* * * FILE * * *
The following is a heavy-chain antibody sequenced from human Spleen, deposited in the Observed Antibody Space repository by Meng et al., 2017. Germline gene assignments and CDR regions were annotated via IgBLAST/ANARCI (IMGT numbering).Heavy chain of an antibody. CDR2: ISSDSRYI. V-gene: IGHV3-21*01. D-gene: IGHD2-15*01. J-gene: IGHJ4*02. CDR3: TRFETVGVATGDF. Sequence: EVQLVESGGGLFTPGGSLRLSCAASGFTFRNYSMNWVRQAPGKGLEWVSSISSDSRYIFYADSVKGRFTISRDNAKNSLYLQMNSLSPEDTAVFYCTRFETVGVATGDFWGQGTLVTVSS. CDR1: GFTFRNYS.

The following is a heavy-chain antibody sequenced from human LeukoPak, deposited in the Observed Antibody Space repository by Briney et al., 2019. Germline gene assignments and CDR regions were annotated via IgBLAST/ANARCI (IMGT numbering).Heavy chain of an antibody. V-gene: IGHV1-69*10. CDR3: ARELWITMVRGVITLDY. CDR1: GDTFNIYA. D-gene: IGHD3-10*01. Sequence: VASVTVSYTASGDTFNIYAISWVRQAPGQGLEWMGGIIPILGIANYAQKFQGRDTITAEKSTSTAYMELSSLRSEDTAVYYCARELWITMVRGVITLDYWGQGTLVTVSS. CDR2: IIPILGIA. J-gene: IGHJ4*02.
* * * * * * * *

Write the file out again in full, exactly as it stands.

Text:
The following is a heavy-chain antibody sequenced from human Spleen, deposited in the Observed Antibody Space repository by Meng et al., 2017. Germline gene assignments and CDR regions were annotated via IgBLAST/ANARCI (IMGT numbering).Heavy chain of an antibody. CDR2: ISSDSRYI. V-gene: IGHV3-21*01. D-gene: IGHD2-15*01. J-gene: IGHJ4*02. CDR3: TRFETVGVATGDF. Sequence: EVQLVESGGGLFTPGGSLRLSCAASGFTFRNYSMNWVRQAPGKGLEWVSSISSDSRYIFYADSVKGRFTISRDNAKNSLYLQMNSLSPEDTAVFYCTRFETVGVATGDFWGQGTLVTVSS. CDR1: GFTFRNYS.

The following is a heavy-chain antibody sequenced from human LeukoPak, deposited in the Observed Antibody Space repository by Briney et al., 2019. Germline gene assignments and CDR regions were annotated via IgBLAST/ANARCI (IMGT numbering).Heavy chain of an antibody. V-gene: IGHV1-69*10. CDR3: ARELWITMVRGVITLDY. CDR1: GDTFNIYA. D-gene: IGHD3-10*01. Sequence: VASVTVSYTASGDTFNIYAISWVRQAPGQGLEWMGGIIPILGIANYAQKFQGRDTITAEKSTSTAYMELSSLRSEDTAVYYCARELWITMVRGVITLDYWGQGTLVTVSS. CDR2: IIPILGIA. J-gene: IGHJ4*02.